Comprehensive variation discovery in single human genomes

Nat Genet. 2014 Dec;46(12):1350-5. doi: 10.1038/ng.3121. Epub 2014 Oct 19.


Complete knowledge of the genetic variation in individual human genomes is a crucial foundation for understanding the etiology of disease. Genetic variation is typically characterized by sequencing individual genomes and comparing reads to a reference. Existing methods do an excellent job of detecting variants in approximately 90% of the human genome; however, calling variants in the remaining 10% of the genome (largely low-complexity sequence and segmental duplications) is challenging. To improve variant calling, we developed a new algorithm, DISCOVAR, and examined its performance on improved, low-cost sequence data. Using a newly created reference set of variants from the finished sequence of 103 randomly chosen fosmids, we find that some standard variant call sets miss up to 25% of variants. We show that the combination of new methods and improved data increases sensitivity by several fold, with the greatest impact in challenging regions of the human genome.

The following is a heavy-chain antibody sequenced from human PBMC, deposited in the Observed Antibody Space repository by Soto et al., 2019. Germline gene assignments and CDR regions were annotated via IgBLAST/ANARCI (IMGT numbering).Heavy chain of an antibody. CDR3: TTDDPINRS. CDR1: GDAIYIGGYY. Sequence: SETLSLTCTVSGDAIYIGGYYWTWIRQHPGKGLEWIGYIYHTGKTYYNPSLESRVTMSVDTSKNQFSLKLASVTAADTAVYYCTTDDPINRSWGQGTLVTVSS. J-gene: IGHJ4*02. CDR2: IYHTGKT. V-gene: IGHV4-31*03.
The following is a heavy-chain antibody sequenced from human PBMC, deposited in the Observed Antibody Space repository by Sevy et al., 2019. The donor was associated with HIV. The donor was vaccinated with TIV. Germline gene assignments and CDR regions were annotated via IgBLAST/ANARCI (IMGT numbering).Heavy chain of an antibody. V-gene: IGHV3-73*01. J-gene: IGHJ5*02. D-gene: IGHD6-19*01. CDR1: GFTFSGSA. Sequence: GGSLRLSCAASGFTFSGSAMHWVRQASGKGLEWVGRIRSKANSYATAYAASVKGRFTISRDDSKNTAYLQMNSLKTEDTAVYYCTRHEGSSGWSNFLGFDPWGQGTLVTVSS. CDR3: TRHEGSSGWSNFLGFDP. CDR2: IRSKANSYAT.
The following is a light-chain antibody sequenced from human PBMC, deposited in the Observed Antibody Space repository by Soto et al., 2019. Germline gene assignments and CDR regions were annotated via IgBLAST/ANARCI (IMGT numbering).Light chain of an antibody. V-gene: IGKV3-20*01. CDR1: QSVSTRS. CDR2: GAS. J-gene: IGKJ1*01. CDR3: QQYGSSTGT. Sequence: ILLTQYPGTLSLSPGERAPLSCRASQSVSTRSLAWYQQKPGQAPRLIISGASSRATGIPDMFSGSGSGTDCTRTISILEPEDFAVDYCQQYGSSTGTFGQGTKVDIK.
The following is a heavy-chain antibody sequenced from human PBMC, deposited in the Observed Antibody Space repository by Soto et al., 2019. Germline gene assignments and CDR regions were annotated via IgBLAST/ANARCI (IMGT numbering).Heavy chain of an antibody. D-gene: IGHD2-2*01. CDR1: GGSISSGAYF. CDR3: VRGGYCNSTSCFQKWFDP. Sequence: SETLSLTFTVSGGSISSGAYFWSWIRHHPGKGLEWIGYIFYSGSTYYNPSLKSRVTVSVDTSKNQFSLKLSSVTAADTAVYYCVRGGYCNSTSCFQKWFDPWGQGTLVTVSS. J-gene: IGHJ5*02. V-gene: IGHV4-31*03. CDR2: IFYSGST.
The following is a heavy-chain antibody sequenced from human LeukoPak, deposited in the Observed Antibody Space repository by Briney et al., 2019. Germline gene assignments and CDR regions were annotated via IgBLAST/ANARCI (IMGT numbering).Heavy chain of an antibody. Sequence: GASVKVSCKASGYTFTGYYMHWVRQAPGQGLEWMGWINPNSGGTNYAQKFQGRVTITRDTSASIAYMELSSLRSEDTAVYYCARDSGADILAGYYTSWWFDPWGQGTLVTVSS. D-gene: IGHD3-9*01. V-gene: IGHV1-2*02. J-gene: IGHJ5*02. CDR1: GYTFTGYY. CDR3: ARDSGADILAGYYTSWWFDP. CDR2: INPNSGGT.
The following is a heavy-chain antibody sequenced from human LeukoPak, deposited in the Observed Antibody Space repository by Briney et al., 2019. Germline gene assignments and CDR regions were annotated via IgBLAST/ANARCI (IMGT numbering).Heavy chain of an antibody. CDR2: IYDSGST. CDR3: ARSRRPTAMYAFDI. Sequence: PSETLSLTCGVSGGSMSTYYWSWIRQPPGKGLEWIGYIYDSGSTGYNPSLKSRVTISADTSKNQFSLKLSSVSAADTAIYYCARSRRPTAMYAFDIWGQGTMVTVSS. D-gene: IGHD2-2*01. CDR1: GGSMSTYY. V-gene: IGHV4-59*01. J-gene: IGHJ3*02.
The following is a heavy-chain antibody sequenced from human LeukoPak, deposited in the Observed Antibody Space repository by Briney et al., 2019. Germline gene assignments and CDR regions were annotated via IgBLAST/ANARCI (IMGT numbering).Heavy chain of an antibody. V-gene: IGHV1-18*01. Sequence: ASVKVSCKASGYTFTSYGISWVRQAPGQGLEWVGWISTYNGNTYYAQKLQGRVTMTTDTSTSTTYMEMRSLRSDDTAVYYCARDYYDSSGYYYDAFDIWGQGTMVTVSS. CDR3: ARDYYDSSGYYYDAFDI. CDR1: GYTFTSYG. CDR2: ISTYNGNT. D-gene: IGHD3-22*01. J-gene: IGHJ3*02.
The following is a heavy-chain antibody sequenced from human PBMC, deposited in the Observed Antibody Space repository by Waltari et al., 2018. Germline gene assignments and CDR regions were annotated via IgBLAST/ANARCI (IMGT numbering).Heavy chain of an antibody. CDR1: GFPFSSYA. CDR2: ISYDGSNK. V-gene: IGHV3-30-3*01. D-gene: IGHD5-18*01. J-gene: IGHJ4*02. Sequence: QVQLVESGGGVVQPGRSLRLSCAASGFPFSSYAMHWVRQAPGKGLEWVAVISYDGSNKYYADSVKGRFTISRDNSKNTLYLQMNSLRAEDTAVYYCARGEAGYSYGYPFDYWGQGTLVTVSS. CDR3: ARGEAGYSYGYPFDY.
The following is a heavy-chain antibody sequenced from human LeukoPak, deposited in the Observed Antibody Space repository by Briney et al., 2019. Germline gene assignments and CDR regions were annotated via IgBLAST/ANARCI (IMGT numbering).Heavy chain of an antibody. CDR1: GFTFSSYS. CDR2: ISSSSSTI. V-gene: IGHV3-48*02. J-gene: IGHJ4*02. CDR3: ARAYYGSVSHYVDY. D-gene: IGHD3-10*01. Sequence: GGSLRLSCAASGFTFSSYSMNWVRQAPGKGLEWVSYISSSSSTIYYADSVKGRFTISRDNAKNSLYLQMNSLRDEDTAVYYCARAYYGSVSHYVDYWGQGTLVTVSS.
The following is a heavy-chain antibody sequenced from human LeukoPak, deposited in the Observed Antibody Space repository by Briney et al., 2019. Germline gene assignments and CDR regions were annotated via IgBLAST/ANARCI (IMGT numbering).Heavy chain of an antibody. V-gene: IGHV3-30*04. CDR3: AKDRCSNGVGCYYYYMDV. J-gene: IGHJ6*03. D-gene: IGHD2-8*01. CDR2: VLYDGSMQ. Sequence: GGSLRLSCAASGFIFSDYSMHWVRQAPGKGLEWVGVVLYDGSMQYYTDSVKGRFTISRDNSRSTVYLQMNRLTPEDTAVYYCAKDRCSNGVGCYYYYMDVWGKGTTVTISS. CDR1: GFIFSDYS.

Publication types

  • Research Support, N.I.H., Extramural
  • Research Support, Non-U.S. Gov't

MeSH terms

  • Algorithms
  • Base Sequence
  • Chromosome Mapping
  • Gene Frequency
  • Genetic Variation*
  • Genome
  • Genome, Human*
  • High-Throughput Nucleotide Sequencing
  • Humans
  • Molecular Sequence Data
  • Oligonucleotide Array Sequence Analysis
  • Polymerase Chain Reaction
  • Polymorphism, Single Nucleotide
  • Reproducibility of Results
  • Sensitivity and Specificity
  • Software

Associated data

  • BioProject/PRJNA196715
  • SRA/NA12878
  • SRA/NA12891
  • SRA/NA12892